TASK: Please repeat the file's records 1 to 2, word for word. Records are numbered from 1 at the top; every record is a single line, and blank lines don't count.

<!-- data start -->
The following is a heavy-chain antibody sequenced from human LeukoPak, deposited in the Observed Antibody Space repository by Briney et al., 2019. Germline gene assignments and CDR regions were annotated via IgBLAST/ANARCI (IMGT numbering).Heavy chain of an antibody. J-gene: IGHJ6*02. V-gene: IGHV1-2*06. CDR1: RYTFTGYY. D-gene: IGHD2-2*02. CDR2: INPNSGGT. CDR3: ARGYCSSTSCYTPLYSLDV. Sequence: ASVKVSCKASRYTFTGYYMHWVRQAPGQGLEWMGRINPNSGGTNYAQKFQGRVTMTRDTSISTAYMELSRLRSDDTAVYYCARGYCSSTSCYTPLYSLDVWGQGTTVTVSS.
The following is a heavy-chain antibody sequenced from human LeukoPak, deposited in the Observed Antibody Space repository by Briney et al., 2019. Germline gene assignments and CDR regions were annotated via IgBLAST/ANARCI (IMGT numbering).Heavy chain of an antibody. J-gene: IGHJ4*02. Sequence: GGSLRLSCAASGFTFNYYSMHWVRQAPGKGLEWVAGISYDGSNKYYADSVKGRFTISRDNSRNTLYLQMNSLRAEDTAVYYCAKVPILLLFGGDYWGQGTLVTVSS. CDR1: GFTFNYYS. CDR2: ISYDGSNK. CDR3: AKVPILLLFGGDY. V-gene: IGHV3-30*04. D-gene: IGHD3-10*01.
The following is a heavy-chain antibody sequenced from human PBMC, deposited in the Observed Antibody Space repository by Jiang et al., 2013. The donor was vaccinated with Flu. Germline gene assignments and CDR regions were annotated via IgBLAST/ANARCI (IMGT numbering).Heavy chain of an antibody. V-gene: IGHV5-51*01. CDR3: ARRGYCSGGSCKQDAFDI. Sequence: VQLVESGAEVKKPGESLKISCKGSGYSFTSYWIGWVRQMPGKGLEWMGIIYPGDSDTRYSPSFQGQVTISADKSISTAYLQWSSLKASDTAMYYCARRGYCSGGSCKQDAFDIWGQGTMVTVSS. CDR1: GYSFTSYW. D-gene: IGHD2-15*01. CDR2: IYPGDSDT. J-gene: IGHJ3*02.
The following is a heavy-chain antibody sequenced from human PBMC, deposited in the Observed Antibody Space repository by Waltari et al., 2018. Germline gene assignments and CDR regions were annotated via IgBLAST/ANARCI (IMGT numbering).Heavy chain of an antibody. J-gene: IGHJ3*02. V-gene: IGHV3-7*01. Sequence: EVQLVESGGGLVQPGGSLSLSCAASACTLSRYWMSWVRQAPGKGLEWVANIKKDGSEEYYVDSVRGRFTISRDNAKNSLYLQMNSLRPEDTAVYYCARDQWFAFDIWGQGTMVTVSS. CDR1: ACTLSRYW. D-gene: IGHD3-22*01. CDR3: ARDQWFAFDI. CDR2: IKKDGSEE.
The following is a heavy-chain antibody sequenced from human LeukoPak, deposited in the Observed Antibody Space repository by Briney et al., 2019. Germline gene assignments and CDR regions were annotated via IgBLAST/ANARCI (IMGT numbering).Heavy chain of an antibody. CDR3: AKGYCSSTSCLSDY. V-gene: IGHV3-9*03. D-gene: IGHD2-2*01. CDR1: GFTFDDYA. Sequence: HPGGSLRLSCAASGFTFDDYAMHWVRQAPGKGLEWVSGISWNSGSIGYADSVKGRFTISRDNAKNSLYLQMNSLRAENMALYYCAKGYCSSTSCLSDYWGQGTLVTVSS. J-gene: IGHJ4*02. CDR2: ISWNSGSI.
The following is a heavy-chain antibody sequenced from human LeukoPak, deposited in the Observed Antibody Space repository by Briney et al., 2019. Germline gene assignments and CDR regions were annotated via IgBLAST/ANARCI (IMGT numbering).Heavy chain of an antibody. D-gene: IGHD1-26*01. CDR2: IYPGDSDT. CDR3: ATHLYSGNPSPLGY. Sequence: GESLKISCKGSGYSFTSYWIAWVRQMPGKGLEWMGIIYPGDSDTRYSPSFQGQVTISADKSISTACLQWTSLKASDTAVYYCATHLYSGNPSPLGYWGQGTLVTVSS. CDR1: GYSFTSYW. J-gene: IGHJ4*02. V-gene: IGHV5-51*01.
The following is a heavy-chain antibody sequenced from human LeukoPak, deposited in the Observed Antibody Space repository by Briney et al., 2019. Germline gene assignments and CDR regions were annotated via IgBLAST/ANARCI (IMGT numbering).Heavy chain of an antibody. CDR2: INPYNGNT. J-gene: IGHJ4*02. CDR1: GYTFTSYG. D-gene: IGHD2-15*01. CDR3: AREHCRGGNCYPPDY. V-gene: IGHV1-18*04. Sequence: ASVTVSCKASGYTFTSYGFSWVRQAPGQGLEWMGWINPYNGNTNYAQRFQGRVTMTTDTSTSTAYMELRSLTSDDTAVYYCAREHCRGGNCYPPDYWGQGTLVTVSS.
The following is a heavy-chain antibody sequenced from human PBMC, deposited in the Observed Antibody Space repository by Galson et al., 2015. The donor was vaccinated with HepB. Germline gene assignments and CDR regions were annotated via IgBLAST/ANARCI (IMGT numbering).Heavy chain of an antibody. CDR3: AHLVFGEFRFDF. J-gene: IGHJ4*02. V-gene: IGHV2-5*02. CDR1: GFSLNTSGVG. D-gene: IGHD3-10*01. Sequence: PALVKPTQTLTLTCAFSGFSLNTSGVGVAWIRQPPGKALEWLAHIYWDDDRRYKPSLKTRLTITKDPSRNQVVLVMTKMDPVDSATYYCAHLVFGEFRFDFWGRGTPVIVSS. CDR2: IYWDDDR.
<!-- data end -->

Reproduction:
The following is a heavy-chain antibody sequenced from human LeukoPak, deposited in the Observed Antibody Space repository by Briney et al., 2019. Germline gene assignments and CDR regions were annotated via IgBLAST/ANARCI (IMGT numbering).Heavy chain of an antibody. J-gene: IGHJ6*02. V-gene: IGHV1-2*06. CDR1: RYTFTGYY. D-gene: IGHD2-2*02. CDR2: INPNSGGT. CDR3: ARGYCSSTSCYTPLYSLDV. Sequence: ASVKVSCKASRYTFTGYYMHWVRQAPGQGLEWMGRINPNSGGTNYAQKFQGRVTMTRDTSISTAYMELSRLRSDDTAVYYCARGYCSSTSCYTPLYSLDVWGQGTTVTVSS.
The following is a heavy-chain antibody sequenced from human LeukoPak, deposited in the Observed Antibody Space repository by Briney et al., 2019. Germline gene assignments and CDR regions were annotated via IgBLAST/ANARCI (IMGT numbering).Heavy chain of an antibody. J-gene: IGHJ4*02. Sequence: GGSLRLSCAASGFTFNYYSMHWVRQAPGKGLEWVAGISYDGSNKYYADSVKGRFTISRDNSRNTLYLQMNSLRAEDTAVYYCAKVPILLLFGGDYWGQGTLVTVSS. CDR1: GFTFNYYS. CDR2: ISYDGSNK. CDR3: AKVPILLLFGGDY. V-gene: IGHV3-30*04. D-gene: IGHD3-10*01.